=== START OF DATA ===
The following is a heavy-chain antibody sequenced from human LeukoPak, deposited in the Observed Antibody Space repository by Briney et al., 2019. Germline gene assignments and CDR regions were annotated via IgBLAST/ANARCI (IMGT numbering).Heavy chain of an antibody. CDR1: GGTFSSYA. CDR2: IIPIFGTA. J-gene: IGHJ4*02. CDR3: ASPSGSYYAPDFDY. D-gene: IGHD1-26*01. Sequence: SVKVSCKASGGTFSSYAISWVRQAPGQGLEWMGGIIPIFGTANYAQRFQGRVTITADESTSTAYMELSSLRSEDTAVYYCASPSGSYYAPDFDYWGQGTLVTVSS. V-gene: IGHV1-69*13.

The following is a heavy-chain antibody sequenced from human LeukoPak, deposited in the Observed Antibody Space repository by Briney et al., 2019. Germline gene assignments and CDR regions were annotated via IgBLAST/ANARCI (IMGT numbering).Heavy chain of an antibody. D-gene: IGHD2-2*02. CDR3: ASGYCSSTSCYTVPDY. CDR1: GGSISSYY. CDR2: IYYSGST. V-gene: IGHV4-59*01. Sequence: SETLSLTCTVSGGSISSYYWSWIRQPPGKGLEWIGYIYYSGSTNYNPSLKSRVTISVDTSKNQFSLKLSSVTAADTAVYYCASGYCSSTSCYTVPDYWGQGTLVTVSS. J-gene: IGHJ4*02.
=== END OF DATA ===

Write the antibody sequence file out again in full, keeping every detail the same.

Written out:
The following is a heavy-chain antibody sequenced from human LeukoPak, deposited in the Observed Antibody Space repository by Briney et al., 2019. Germline gene assignments and CDR regions were annotated via IgBLAST/ANARCI (IMGT numbering).Heavy chain of an antibody. CDR1: GGTFSSYA. CDR2: IIPIFGTA. J-gene: IGHJ4*02. CDR3: ASPSGSYYAPDFDY. D-gene: IGHD1-26*01. Sequence: SVKVSCKASGGTFSSYAISWVRQAPGQGLEWMGGIIPIFGTANYAQRFQGRVTITADESTSTAYMELSSLRSEDTAVYYCASPSGSYYAPDFDYWGQGTLVTVSS. V-gene: IGHV1-69*13.

The following is a heavy-chain antibody sequenced from human LeukoPak, deposited in the Observed Antibody Space repository by Briney et al., 2019. Germline gene assignments and CDR regions were annotated via IgBLAST/ANARCI (IMGT numbering).Heavy chain of an antibody. D-gene: IGHD2-2*02. CDR3: ASGYCSSTSCYTVPDY. CDR1: GGSISSYY. CDR2: IYYSGST. V-gene: IGHV4-59*01. Sequence: SETLSLTCTVSGGSISSYYWSWIRQPPGKGLEWIGYIYYSGSTNYNPSLKSRVTISVDTSKNQFSLKLSSVTAADTAVYYCASGYCSSTSCYTVPDYWGQGTLVTVSS. J-gene: IGHJ4*02.